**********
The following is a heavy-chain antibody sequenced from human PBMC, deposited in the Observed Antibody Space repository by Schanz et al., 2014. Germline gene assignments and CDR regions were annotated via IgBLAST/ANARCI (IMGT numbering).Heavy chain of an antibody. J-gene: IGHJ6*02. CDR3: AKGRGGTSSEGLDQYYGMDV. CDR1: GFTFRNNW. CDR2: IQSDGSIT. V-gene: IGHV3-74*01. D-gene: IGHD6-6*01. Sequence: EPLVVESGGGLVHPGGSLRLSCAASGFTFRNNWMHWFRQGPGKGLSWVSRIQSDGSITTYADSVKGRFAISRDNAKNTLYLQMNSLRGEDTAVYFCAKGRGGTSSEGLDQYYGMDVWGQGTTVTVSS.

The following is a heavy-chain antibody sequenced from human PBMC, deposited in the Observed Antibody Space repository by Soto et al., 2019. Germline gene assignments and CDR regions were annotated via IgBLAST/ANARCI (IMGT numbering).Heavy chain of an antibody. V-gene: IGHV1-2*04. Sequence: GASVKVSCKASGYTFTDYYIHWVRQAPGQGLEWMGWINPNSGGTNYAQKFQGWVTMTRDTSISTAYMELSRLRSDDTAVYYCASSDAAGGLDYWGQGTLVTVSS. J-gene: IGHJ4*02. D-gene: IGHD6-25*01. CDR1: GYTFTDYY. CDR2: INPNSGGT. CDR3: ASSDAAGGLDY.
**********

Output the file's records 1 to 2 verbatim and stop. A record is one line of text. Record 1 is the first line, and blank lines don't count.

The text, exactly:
The following is a heavy-chain antibody sequenced from human PBMC, deposited in the Observed Antibody Space repository by Schanz et al., 2014. Germline gene assignments and CDR regions were annotated via IgBLAST/ANARCI (IMGT numbering).Heavy chain of an antibody. J-gene: IGHJ6*02. CDR3: AKGRGGTSSEGLDQYYGMDV. CDR1: GFTFRNNW. CDR2: IQSDGSIT. V-gene: IGHV3-74*01. D-gene: IGHD6-6*01. Sequence: EPLVVESGGGLVHPGGSLRLSCAASGFTFRNNWMHWFRQGPGKGLSWVSRIQSDGSITTYADSVKGRFAISRDNAKNTLYLQMNSLRGEDTAVYFCAKGRGGTSSEGLDQYYGMDVWGQGTTVTVSS.

The following is a heavy-chain antibody sequenced from human PBMC, deposited in the Observed Antibody Space repository by Soto et al., 2019. Germline gene assignments and CDR regions were annotated via IgBLAST/ANARCI (IMGT numbering).Heavy chain of an antibody. V-gene: IGHV1-2*04. Sequence: GASVKVSCKASGYTFTDYYIHWVRQAPGQGLEWMGWINPNSGGTNYAQKFQGWVTMTRDTSISTAYMELSRLRSDDTAVYYCASSDAAGGLDYWGQGTLVTVSS. J-gene: IGHJ4*02. D-gene: IGHD6-25*01. CDR1: GYTFTDYY. CDR2: INPNSGGT. CDR3: ASSDAAGGLDY.